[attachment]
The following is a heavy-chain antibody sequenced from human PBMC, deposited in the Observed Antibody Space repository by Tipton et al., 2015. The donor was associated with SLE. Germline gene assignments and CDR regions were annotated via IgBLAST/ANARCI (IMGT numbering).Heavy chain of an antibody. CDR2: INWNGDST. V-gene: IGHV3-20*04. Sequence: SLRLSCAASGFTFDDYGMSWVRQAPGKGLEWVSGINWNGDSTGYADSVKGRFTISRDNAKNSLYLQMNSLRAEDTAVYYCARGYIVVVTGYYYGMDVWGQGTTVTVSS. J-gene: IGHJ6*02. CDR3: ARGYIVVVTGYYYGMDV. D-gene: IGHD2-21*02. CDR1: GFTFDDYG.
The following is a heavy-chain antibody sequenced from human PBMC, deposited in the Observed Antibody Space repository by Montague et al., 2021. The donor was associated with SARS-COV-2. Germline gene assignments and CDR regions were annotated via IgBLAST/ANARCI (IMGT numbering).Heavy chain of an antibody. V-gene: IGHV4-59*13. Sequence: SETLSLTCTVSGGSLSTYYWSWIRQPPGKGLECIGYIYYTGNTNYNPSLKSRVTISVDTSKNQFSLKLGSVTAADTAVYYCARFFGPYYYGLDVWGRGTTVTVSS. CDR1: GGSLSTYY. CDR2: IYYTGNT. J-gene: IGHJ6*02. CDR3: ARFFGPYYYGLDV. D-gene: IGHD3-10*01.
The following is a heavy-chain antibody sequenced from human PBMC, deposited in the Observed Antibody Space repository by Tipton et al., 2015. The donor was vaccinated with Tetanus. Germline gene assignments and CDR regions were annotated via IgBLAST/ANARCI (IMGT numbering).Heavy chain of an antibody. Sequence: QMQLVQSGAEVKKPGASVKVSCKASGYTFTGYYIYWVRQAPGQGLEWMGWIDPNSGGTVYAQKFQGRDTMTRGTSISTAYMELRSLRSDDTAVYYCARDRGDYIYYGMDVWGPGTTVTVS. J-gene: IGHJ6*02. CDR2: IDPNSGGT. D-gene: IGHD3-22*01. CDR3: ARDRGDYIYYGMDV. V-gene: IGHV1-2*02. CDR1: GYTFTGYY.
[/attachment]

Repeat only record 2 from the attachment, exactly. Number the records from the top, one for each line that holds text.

The following is a heavy-chain antibody sequenced from human PBMC, deposited in the Observed Antibody Space repository by Montague et al., 2021. The donor was associated with SARS-COV-2. Germline gene assignments and CDR regions were annotated via IgBLAST/ANARCI (IMGT numbering).Heavy chain of an antibody. V-gene: IGHV4-59*13. Sequence: SETLSLTCTVSGGSLSTYYWSWIRQPPGKGLECIGYIYYTGNTNYNPSLKSRVTISVDTSKNQFSLKLGSVTAADTAVYYCARFFGPYYYGLDVWGRGTTVTVSS. CDR1: GGSLSTYY. CDR2: IYYTGNT. J-gene: IGHJ6*02. CDR3: ARFFGPYYYGLDV. D-gene: IGHD3-10*01.